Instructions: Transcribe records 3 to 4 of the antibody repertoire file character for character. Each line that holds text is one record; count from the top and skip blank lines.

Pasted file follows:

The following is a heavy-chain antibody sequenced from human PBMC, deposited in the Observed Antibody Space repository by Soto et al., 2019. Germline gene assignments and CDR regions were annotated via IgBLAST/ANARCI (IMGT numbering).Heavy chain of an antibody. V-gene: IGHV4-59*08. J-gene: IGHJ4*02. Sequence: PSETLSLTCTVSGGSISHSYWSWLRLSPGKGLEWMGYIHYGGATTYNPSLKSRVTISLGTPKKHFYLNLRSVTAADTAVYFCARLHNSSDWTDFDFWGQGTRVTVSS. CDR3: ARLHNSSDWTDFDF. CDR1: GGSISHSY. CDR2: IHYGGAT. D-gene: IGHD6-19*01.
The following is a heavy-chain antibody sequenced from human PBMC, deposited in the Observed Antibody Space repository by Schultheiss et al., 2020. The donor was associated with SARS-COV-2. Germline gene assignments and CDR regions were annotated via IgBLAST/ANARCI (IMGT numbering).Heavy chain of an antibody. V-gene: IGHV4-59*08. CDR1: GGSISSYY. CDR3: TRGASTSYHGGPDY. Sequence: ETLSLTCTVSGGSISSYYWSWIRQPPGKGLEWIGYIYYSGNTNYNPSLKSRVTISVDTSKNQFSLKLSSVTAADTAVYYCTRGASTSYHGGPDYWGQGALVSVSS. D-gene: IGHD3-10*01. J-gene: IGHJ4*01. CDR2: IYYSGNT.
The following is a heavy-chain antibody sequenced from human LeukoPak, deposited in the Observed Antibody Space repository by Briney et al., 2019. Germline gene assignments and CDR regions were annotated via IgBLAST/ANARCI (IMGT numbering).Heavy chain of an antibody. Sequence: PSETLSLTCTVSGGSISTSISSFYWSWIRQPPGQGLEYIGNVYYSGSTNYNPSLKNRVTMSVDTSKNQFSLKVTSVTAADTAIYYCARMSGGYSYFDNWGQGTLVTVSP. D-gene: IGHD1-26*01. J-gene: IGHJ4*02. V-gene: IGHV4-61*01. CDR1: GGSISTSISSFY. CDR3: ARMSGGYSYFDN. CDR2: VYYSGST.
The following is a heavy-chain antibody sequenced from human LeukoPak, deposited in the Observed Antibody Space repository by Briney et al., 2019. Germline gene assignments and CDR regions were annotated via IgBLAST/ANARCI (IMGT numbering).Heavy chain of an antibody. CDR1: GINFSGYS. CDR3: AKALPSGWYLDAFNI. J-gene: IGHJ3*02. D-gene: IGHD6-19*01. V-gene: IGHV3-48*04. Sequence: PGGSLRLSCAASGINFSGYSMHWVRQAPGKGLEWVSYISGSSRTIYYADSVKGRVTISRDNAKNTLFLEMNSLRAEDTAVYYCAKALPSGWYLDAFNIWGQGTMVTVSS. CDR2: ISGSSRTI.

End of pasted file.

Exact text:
The following is a heavy-chain antibody sequenced from human LeukoPak, deposited in the Observed Antibody Space repository by Briney et al., 2019. Germline gene assignments and CDR regions were annotated via IgBLAST/ANARCI (IMGT numbering).Heavy chain of an antibody. Sequence: PSETLSLTCTVSGGSISTSISSFYWSWIRQPPGQGLEYIGNVYYSGSTNYNPSLKNRVTMSVDTSKNQFSLKVTSVTAADTAIYYCARMSGGYSYFDNWGQGTLVTVSP. D-gene: IGHD1-26*01. J-gene: IGHJ4*02. V-gene: IGHV4-61*01. CDR1: GGSISTSISSFY. CDR3: ARMSGGYSYFDN. CDR2: VYYSGST.
The following is a heavy-chain antibody sequenced from human LeukoPak, deposited in the Observed Antibody Space repository by Briney et al., 2019. Germline gene assignments and CDR regions were annotated via IgBLAST/ANARCI (IMGT numbering).Heavy chain of an antibody. CDR1: GINFSGYS. CDR3: AKALPSGWYLDAFNI. J-gene: IGHJ3*02. D-gene: IGHD6-19*01. V-gene: IGHV3-48*04. Sequence: PGGSLRLSCAASGINFSGYSMHWVRQAPGKGLEWVSYISGSSRTIYYADSVKGRVTISRDNAKNTLFLEMNSLRAEDTAVYYCAKALPSGWYLDAFNIWGQGTMVTVSS. CDR2: ISGSSRTI.